The Mafulu eBook

This eBook from the Gutenberg Project consists of approximately 290 pages of information about The Mafulu.

Bamboo Pokau, ileile; Fuyuge, ele; Afoa,
             ila.  Sinaugoro, tobo; Korono, tobo.  Kuni, bioni; Mekeo,
             piengi; Fuyuge, bione
Big Kuni, galoa; Afoa, kalowo
Bird Mekeo, inei; Afoa, kile; Oru Lopiko, ite
Breast Pokau, pede; Oru Lopiko, apetei
Chest Mekeo, olanga; Oru Lopiko, ulako
Couch Kuni, itsifu; Tauata, itsifu
Crocodile Roro, puaea; Kabadi, ua; Fuyuge, fua
Dog Pokau, oveka; Kuni, ojame, obeka; Fuyuge,
             oi(e); Afoa, kovela
Fork Kuni, ini; Tauata, ini
Girdle Kuni, afafa; Tauata, afafe
Hammock Kuni, totoe; Fuyuge, sosoe; Tauata, totolo;
             Oru Lopiko, totoki
Head Mekeo, kangia; Oru Lopiko, kakuo
Hill Mekeo, iku; Fuyuge, ku(me). 
House Mekeo, ea; Fuyuge, e(me). 
Knife Mekeo, aiva; Kuni, atsiva; Tauata, tiveya;
             Oru Lopiko, vetsi
Many Kuni, talelea; Afoa, talele; Fuyuge, talele
Rope Mekeo, ue; Korona, yu
Spoon Kuni, nima; Tauata, dima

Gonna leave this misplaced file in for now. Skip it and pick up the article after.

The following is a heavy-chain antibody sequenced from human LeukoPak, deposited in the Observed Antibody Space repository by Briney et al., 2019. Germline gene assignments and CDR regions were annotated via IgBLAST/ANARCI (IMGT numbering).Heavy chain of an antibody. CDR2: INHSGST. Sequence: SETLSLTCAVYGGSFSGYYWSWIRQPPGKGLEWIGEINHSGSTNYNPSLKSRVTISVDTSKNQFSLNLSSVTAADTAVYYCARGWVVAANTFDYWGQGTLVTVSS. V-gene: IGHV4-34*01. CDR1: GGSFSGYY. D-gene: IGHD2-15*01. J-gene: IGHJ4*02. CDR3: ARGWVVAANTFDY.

Sweet Potato Kuni, gubea; Fuyuge, kupa, gupe; Afoa, gupe
White Mekeo, foenga; Korona, foa.

But there are many apparently non-Melanesian words in Mekeo, Kuni and Pokau, which are different in each language, and cannot be traced to the neighbouring Papuan.  The inference is that such words may be remnants of other Papuan tongues spoken in the St. Joseph and Aroa Basins, which have been absorbed by the immigrant Melanesian speech.

Only three Melanesian words in the list appear to have been adopted by the Papuans.  These are:  Tauata nau (pe), earthen dish, which is Kuni, Motu, Pokau, &c., nau; Fuyuge asi boat, Pokau and Motu asi; and Fuyuge bara, paddle, the Motu, Kabadi bara, Mekeo fanga, oar.  The Fuyuge kokole fowl is also probably the Mekeo kokolo.

NOTES

[1] The photographs of skulls, articles of dress and ornament, implements and weapons were made in London after my return.

[2] The Geographical Society’s map used by me is somewhat confusing as regards the upper reaches of the St. Joseph or Angabunga river and the rivers flowing into and forming it.  The Fathers’ map makes the St. Joseph river commence under that name at the confluence, at a point a little to the west of 8 deg. 30’ S. Lat. and 147 deg.  E. Long., of the river Alabula (called in one of its

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The Mafulu from Project Gutenberg. Public domain.
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